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Intelligent Partnership and UKBAA Launch First Accredited Angel Investing Qualification

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Intelligent Partnership today announced that it is teaming up with the UK Business Angels Association (UKBAA) to launch the Angel Investing Accreditation – the new official qualification to promote effective investments in Britain’s small businesses.

With the numbers of angels in the UK set to grow, it’s vital that new angels can access the education and resources they need to invest with confidence. Without the appropriate skills and knowledge, enthusiastic but inexperienced investors may run the risk of losing their money. For these reasons, Intelligent Partnership and the UKBAA are launching an e-learning angel investing qualification.

Intelligent Partnership is the UK’s leading provider of education and insights on alternative investments and produce award winning annual industry reports for the EIS, VCT and Crowdfunding sectors, as well as providing IFAs with training on investing in small, unquoted companies.

They are now taking that offering online, where it can be accessed by a much broader audience and will be aimed at angel investors, both current and prospective.

The course will be accredited by the Chartered Institute of Securities and Investment (CISI), and SFEDI, the standards-setting body for Enterprise and Entrepreneurship and comprise three levels:

  • Introduction to Angel Investing – a 45 minute short online course aimed at anyone who is interested in knowing more about angel investing;
  • UKBAA Angel Investing Qualification – a new Level 5 Diploma qualification recognised by Ofqual, the registered quality standards agency.
  • UKBAA Accredited Angel Investor – individuals who have made investments in small businesses and can demonstrate their knowledge and experience will be able to be validated as a UKBAA Accredited Angel Investor.

There is an assessment at the end of each level, and ongoing criteria need to be met to retain the accreditation.

Angels who achieve the qualification will have been through course content covering all of the important elements of angel investing, including sourcing opportunities, putting together deals, due diligence and tax planning. The content is being developed by Intelligent Partnership in conjunction with the UKBAA and current successful angel investors. Course participants will also be given access to the latest research and resources on angel investing, and put in contact with existing angel networks.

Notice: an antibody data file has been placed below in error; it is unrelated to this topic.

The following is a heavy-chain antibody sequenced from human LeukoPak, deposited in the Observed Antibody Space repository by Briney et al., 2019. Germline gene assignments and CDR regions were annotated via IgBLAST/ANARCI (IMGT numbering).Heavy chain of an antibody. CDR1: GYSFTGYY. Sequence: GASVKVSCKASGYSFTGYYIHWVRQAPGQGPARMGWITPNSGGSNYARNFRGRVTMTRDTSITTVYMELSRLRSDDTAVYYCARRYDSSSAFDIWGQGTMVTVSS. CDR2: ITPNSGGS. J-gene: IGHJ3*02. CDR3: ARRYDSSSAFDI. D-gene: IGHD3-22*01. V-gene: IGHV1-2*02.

Angels who achieve the Accredited Angel Investor qualification will be investors who already have experience of successfully investing in early stage companies, and will be qualified to play the role lead angel in a deal, or to head up an angel network or syndicate.

Guy Tolhurst, MD of Intelligent Partnership said: “We’re delighted to be partnering with the UKBAA on this initiative. We know from our work training financial advisers in this area that once people acquire the skills and experience they need, they invest with much more confidence. The Angel Investing Accreditation gives everybody the chance to get themselves to that level, safe in the knowledge that they are learning from independent experts.”

Angel Investment fulfils a vital role in the economy by supporting entrepreneurs and remains the most significant source of equity for early stage businesses.  It is estimated that £850m per annum is invested by angels annually in the UK, more than 2.5x the amount of Venture Capital invested in early stage small businesses annually.

George Osborne acknowledged the importance of investment in early stage companies in the budget and announced measures extending entrepreneur’s relief to further encourage the growth of Angel Investment.

Under the new rules, business angels and other investors will no longer have to hold a minimum of 5 per cent of a business to qualify for entrepreneurs’ relief; nor will they have to be an employee or director of the company. Entrepreneurs’ relief of 10 per cent will be available on gains from newly issued shares from unlisted companies (but including those on the Alternative Investment Market) on or after March 17th 2016 and held for a minimum of three years from April 6th this year.

These new incentives, combined with the suge interest in online equity crowdfunding (which grew 295% from £84 million raised in 2014 to £332 million in 2015), and the popularity of tax-advantaged venture capital schemes such as the EIS (£1.5bn raised in 2013/14 and £12.3bn raised since the scheme’s inception in 1993), mean that the numbers of people making Business Angel investments are set to grow from the estimated 18,000 angel investors that already exist.